The logo of U.S. mobile network operator Sprint Corp is seen at a Sprint store in San Marcos, California August 3, 2015. REUTERS/Mike Blake /File Photo
Sprint Corp’s (S.N) shares fell more than 13 percent on Monday after the No. 4 U.S. wireless carrier called off merger talks with T-Mobile US Inc (TMUS.O) and a wireless partnership with cable company Altice USA (ATUS.N) failed to appease investors.
“It will not deliver the tens of billions in synergies we had foreseen in a merger with T-Mobile,” Chief Financial Officer Tarek Robbiati said of the Altice agreement on a call with analysts and reporters. “Nonetheless, it does deliver real value for Sprint.”
Sprint’s shares were down 12 percent at $5.84 after earlier falling as much as 13.5 percent,
Altice said it would sell mobile service on Sprint’s network under a new multi-year agreement announced on Sunday, becoming the latest cable company to enter the wireless market.
A day earlier, Sprint and T-Mobile ended merger talks, raising questions over how Sprint, in the middle of a turnaround plan to cut costs and shore up cash, could increase investment in its network.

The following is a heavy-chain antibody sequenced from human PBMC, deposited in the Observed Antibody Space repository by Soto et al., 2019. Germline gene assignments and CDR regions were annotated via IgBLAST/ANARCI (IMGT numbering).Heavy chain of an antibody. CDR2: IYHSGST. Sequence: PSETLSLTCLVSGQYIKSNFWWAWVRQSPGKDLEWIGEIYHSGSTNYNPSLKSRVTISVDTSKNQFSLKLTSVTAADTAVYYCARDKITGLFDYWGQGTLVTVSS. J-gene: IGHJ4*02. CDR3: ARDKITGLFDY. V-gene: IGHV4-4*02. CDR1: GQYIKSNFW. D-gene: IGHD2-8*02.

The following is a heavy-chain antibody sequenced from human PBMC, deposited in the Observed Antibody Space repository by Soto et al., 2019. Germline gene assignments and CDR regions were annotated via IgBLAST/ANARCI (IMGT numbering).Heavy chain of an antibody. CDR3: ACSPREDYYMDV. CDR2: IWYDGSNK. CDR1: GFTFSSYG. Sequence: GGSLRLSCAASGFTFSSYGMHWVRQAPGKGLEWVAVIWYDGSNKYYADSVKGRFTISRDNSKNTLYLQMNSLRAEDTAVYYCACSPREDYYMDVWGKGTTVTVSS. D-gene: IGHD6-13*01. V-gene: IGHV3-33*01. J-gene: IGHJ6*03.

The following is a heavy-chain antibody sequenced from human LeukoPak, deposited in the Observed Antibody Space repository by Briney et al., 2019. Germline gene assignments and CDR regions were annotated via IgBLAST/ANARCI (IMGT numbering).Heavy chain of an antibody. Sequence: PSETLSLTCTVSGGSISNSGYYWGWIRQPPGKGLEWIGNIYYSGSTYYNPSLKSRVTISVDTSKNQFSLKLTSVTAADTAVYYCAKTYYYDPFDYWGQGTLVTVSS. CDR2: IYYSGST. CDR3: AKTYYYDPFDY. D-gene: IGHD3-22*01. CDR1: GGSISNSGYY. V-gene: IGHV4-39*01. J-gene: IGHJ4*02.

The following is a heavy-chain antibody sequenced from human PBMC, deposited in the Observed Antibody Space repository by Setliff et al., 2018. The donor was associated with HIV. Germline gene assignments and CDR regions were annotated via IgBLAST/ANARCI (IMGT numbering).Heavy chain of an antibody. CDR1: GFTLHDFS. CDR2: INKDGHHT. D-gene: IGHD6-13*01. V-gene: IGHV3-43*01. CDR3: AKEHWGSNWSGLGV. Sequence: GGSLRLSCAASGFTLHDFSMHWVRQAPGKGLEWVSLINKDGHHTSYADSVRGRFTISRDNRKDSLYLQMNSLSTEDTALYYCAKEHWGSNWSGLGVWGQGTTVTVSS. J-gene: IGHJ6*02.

The Altice partnership was not contingent on merger talks with T-Mobile failing, Robbiati said.
He also said comments by Sprint Chairman Masayoshi Son on raising capital expenditure to $5 billion to $6 billion annually, from $3.5 billion to $4 billion, was for the medium term and not for 2017.
Asked how Sprint would pay for the increase in spending, Robbiati said the company could fund it through cash, debt and borrowing against its spectrum, or wireless airwaves.
Last year, Sprint said it would raise an initial $3.5 billion by mortgaging about 14 percent of its spectrum.
Jonathan Chaplin, an analyst at New Street Research, said $5 billion to $6 billion annually was the minimum level at which Sprint could build a credible network, but the company faced challenges in catching up with wireless carriers that are moving ahead with developing next generation networks, or 5G.
“Sprint is trying to catch up to a moving target,” he said. “I think the market is going to be reasonably skeptical.”